**spoiler alert** "Science and Survival" was originally published in 1963, however it is still very present and relevant to today. The main point: the**spoiler alert** "Science and Survival" was originally published in 1963, however it is still very present and relevant to today. The main point: the biological world is a victim to uncensored technologies, that an uninformed and closed-minded society ignore because of ignorance, un awareness, and lack of discernible communication. This book should be REQUIRED to be read in all classes in the world. It doesn't matter what class, because it's pertinent to everyone and everything, not just science. Barry Commoner, the author, illustrates nicely, the problems with the disconnect between science and the natural world and of course society with its politics and conventions. Nothing has been done it seems to improve on the relay of scientific information and the effects on biological life by new technologies, to the lay person - the general public. Makes me think...what if the general public were mostly scientists and could assess information more thoroughly and discriminately before a new technology was released? Advancements are taking over before they are firstly approved and assessed their damage. Everything is moving so fast that it's impossible it seems to stop this vicious cycle of technological improvements - which yield money - without conscientious and deliberate action.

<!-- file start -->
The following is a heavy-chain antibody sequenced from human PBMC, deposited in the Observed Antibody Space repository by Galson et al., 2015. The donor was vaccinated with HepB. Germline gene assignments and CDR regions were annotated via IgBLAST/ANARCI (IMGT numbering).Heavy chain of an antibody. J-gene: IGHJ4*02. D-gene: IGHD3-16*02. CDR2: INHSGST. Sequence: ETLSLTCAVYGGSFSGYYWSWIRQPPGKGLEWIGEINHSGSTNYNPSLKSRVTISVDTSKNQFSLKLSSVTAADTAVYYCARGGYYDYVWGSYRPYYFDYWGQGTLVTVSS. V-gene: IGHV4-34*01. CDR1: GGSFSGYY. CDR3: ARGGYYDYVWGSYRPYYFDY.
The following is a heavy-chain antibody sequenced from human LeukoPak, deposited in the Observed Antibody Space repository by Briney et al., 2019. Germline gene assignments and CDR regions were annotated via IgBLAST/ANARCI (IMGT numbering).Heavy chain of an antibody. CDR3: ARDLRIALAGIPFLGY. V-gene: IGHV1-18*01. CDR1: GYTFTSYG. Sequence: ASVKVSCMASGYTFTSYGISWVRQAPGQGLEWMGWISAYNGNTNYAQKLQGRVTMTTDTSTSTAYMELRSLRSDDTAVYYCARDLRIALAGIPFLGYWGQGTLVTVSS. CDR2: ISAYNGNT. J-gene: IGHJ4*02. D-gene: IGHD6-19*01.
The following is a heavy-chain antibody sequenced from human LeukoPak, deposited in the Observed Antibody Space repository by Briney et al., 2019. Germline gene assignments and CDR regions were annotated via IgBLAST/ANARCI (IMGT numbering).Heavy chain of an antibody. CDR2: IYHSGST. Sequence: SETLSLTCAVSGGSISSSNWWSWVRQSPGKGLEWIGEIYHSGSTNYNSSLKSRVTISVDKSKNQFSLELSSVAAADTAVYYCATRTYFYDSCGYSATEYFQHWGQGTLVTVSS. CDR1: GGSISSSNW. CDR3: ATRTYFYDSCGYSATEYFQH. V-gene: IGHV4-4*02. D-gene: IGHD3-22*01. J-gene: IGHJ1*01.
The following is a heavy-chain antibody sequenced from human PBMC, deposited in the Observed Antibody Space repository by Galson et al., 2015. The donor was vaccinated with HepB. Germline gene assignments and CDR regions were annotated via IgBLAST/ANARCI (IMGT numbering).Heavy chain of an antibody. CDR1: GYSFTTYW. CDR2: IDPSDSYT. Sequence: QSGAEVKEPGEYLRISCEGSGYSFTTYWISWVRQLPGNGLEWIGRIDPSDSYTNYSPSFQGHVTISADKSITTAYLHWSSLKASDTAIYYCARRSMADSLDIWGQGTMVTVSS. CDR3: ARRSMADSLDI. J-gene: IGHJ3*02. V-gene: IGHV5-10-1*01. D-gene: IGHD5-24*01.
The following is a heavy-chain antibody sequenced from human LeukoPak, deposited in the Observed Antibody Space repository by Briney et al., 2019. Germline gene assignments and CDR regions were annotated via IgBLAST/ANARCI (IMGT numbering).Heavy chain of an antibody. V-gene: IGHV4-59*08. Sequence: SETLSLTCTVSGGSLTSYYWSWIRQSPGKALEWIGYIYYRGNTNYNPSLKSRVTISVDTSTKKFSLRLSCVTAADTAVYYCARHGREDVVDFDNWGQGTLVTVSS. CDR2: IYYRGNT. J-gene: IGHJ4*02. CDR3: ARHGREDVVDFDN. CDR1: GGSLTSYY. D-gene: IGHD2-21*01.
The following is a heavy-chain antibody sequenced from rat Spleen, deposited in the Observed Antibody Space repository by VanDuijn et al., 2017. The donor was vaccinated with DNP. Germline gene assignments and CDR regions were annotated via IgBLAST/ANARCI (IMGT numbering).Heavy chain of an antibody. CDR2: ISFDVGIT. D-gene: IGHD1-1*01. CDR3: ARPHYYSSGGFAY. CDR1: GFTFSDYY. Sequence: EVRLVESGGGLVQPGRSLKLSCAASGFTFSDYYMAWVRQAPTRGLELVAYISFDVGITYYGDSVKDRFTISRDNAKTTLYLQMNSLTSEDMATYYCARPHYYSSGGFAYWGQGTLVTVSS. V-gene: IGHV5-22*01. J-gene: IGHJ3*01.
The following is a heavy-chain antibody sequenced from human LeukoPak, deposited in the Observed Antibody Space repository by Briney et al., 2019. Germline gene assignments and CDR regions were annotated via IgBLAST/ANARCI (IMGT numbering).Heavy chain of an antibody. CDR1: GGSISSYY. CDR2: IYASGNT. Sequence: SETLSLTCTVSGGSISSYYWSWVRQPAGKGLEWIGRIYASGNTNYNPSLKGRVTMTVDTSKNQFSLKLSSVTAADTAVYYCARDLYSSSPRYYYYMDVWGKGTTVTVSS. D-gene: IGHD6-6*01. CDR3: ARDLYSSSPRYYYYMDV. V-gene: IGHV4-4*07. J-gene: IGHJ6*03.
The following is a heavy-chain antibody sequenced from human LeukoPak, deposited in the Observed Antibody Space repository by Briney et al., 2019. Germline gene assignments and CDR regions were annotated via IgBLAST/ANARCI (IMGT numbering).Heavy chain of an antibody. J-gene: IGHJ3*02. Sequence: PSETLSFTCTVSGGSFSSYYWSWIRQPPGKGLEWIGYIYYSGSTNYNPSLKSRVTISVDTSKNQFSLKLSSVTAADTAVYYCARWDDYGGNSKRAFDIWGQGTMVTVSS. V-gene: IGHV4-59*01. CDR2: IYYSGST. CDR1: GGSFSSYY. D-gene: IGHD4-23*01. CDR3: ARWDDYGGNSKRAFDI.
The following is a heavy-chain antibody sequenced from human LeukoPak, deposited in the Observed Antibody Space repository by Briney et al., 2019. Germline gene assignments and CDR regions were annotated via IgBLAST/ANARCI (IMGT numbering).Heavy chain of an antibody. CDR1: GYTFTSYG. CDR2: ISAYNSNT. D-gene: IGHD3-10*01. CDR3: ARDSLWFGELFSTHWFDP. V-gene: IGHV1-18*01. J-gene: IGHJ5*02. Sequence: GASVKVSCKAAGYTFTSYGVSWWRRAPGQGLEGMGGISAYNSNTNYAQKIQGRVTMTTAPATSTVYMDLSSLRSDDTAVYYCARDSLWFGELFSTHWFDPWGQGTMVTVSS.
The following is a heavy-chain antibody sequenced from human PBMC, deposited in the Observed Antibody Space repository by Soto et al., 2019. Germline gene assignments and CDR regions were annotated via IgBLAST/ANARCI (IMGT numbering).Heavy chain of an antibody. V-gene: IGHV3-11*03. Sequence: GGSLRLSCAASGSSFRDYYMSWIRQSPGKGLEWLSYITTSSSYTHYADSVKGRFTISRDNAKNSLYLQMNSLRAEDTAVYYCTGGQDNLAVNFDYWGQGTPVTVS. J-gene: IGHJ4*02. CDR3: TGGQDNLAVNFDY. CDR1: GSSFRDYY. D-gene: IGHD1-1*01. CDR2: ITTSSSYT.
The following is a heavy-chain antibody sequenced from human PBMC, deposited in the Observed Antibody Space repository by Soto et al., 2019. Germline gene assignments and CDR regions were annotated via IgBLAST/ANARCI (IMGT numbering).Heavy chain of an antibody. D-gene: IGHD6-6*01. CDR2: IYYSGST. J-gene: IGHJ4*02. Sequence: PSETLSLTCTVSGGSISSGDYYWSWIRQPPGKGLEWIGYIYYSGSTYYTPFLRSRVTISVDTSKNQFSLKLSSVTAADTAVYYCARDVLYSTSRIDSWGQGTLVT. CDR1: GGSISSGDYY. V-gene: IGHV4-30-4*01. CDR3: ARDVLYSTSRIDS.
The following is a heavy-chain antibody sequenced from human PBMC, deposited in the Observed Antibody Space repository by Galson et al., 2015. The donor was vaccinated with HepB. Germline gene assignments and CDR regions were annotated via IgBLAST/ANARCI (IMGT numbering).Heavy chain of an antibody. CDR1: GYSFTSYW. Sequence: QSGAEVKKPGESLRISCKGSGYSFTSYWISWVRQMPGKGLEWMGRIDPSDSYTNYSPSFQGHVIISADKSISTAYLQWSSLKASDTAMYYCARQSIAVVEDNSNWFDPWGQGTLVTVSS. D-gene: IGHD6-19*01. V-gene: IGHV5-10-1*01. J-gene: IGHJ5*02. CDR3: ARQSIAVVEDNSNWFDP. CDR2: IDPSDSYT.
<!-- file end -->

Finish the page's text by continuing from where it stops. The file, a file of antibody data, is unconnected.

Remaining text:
What a great book and so properly written. Writers just don't write like this anymore. To sum it up nicely, here's the conclusive paragraph from the book, "Science can reveal the depth of this crisis, but only social action can resolve it. Science can now serve society by exposing the crisis of modern technology to the judgement of all mankind. Only this judgement can determine whether the knowledge that science has given us shall destroy humanity or advance the welfare of man." (pg. 132)
Note: This book was a recommendation from the book "iGods: How Technology Shapes our Spiritual and Social Lives."...more
A fun book full of adventure. After reading it you gain a whole new perspective on human impact, control, politics, and disregard for the respect of eA fun book full of adventure. After reading it you gain a whole new perspective on human impact, control, politics, and disregard for the respect of ecosystems. This is a must read for Everglades awareness and education....more
What an amazing way to live vicariously through a person who is truly living both worlds. Abbey's first world is the city (Hoboken, NJ thus NYC). ThenWhat an amazing way to live vicariously through a person who is truly living both worlds. Abbey's first world is the city (Hoboken, NJ thus NYC). Then his other world is the desert. In explaining his reasoning for being a ranger in the Arches National Monument for a summer, its noteworthy that he is an anomaly of sorts. Many people would rather ranger in the trees and mountains, not the desert. You know, those more popular destination places for sight seers.